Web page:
Around 20 people from two factions within the Picayune Rancheria of Chukchansi Indians gathered in protest outside the entrance to the tribe’s casino Wednesday.
The protesters, who contend the tribe’s council was illegally elected, said they will return Thursday morning for the facility’s planned reopening.
Members of the “distributees,” who claim there are only 46 true tribal members, were joined by some from the Monica Davis faction formerly headed by Tex McDonald.
Luke Davis, a cousin of Monica Davis, leads the distributees.
Together, the groups claim the council’s election in October was illegal due to allowing members disenrolled between 2010-2012 to cast ballots, as well as further alleged abuse of the tribe’s constitution.
“We don’t agree the casino should reopen so soon with our tribe still being in a dispute,” Luke Davis said. “And we believe there’s corrupt leadership with the so-called new council. We believe there is a rightful tribal forum to resolve this to correct everything and stop this sovereign abuse.”
Luke Davis said he believed the casino should remain closed until public safety and other issues are resolved.
Members of each faction said though they’ve had differences in the past, they are largely united in protesting the current council.
The tribe’s Oct. 3 election favored seven candidates of the Morris Reid faction, and the Indian Dispute Resolution Services oversight committee upheld the results after four appeals were filed.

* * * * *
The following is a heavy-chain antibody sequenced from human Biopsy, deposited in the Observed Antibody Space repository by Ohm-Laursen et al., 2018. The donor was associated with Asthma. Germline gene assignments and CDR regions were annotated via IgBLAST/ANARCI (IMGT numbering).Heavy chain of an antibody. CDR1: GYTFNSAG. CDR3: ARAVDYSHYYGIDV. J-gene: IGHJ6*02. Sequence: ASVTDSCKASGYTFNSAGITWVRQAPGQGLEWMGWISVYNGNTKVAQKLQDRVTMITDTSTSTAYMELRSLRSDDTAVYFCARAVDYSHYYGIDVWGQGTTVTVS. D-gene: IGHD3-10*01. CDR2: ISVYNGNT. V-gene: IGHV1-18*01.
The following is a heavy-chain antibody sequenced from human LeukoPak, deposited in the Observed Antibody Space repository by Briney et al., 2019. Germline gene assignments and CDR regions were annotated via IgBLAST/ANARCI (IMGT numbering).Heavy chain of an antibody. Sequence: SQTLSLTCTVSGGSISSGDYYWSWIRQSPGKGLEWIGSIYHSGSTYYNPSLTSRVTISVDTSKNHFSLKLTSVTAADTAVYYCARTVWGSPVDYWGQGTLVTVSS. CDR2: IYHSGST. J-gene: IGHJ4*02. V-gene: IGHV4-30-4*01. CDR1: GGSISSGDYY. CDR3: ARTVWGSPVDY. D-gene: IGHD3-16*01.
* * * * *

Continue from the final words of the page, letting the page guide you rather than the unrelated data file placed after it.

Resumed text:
Since then, the Reid group, chaired by Claudia Gonzales, have worked to reopen Chukchansi Gold Resort & Casino after its closure by state and federal agencies Oct. 10, 2014, following a raid by hired security forces under McDonald’s leadership.
Gonzales was not immediately available for comment Wednesday afternoon, but previously said the reopening will be of great benefit to both the tribe and county.
Around 1,000 employees, some 250 of them from Eastern Madera County, are expected to return or be new hires in the hotel and casino.
A settlement agreement with the National Indian Gaming Commission earlier this month carved the path to reopen the facility, completed by U.S. District Judge Lawrence J. O’Neill’s clearance of all closure orders Dec. 22.
Gary Montana, who represents the distributees, indicated to the Fresno Bee he is considering legal options, such as a new lawsuit in federal court.
The resort’s partial reopening at 10 a.m. Thursday will feature more than 1,700 slot machines and 22 table games, along with several restaurants and hundreds of hotel rooms.
A full reopening, with all seven restaurants, is scheduled for Jan. 15.
Officials with the Madera County Sheriff’s Office said Wednesday’s protest was peaceful, with no traffic disruptions or other issues.